Ultralight 3.8 oz
with battery 5.4 oz
Cost of light $12
Modes: High, Medium, Low, Strobe and SOS
Zebralight 1.2 oz
with battery 2.85
Cost of light $90
Modes: High, sub-high, hidden strobe, Medium, sub-medium, Low and sub-low
Both of the lights uses the Cree XML T6 led. From what I can tell visually they both output about the same amount of lumens. This makes sense since they both use the same battery and same diode. So being that H600 is advertise at 750 max lumens and 502B advertised at 1000 or sometimes more, I think Zebralight is a little more honest about the results. The 502B and H600 also lack flood control. You can tell from the images above, the 502B’s beam is more focus compared to H600’s.
First thing I’ve noticed when playing with the 502b is the lack of button memory. This is where the light stays on the last setting when you turn it on. I read in some reviews where some 502bs are advertise as with memory but not in my case. This can get annoying when the next mode happens to be strobe or SOS or if you are in need of low light and have to cycle through in order to get there.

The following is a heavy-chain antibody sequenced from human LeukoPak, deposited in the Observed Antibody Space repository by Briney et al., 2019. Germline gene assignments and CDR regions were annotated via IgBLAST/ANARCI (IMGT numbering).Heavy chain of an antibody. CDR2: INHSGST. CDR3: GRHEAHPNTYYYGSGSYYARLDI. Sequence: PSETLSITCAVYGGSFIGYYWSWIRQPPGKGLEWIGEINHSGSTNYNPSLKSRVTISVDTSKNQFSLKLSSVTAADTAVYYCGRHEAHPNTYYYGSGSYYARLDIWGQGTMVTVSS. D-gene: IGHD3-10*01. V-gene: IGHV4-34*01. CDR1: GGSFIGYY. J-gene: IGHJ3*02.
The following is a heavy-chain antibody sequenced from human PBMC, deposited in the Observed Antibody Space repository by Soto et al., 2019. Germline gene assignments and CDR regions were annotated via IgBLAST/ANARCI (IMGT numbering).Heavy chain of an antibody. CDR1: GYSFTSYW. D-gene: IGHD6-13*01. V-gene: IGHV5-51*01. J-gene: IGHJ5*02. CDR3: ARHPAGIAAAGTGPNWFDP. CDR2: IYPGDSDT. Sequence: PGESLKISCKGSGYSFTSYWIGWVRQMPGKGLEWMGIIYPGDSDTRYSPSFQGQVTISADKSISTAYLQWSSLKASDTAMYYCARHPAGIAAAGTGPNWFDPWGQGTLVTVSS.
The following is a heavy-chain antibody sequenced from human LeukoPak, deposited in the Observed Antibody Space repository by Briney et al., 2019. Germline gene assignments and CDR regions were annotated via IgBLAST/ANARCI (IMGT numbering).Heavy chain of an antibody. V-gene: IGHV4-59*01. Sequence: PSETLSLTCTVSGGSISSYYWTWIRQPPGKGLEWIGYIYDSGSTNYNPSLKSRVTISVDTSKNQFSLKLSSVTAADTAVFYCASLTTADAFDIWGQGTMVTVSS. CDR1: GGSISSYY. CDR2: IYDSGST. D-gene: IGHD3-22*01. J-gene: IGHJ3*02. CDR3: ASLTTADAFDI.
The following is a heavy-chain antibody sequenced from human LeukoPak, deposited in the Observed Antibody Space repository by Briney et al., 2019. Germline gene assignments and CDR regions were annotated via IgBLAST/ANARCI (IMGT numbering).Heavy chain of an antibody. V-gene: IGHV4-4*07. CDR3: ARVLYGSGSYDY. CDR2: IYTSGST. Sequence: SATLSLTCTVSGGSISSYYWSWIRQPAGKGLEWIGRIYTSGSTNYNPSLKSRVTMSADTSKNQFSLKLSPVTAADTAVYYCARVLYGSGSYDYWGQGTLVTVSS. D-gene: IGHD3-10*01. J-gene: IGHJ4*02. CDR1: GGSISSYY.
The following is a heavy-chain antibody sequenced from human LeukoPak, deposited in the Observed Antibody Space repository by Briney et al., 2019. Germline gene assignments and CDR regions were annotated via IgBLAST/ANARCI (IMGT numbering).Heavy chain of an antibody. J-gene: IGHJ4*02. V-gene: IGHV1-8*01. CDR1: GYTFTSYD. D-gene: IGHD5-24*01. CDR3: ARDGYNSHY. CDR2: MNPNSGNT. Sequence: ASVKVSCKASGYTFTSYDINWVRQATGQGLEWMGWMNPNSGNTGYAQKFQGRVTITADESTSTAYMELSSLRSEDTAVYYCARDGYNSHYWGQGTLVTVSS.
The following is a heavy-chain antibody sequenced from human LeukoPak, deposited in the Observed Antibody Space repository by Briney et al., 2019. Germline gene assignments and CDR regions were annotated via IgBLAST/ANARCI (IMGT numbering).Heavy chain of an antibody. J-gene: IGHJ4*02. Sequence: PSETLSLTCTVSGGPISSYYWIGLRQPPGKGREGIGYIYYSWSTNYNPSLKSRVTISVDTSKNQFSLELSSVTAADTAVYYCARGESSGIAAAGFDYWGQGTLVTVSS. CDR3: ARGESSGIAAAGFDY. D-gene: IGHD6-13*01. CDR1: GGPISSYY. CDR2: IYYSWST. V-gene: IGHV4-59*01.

The H600 activates on High or can start on low if you hold the button longer. Particularly useful when you need a light inside your tent and don’t want to blind yourself. For more functional details on the Zebralight H600 follow this link to the product website.
In conclusion, you get for what you pay for. For my backpacking needs I would definitely bring my Zebralight and back it up with another Zebralight but for home/car/camping use I would go with the Ultrafire 502b.
(I know this is not a fair comparison with one light being high-end/headlamp and the other being budget/flashlight but I am writing this for the same reason why I bought the Ultrafire after I purchase the Zebralight… for the fun of it. Maybe someone will gain something from this)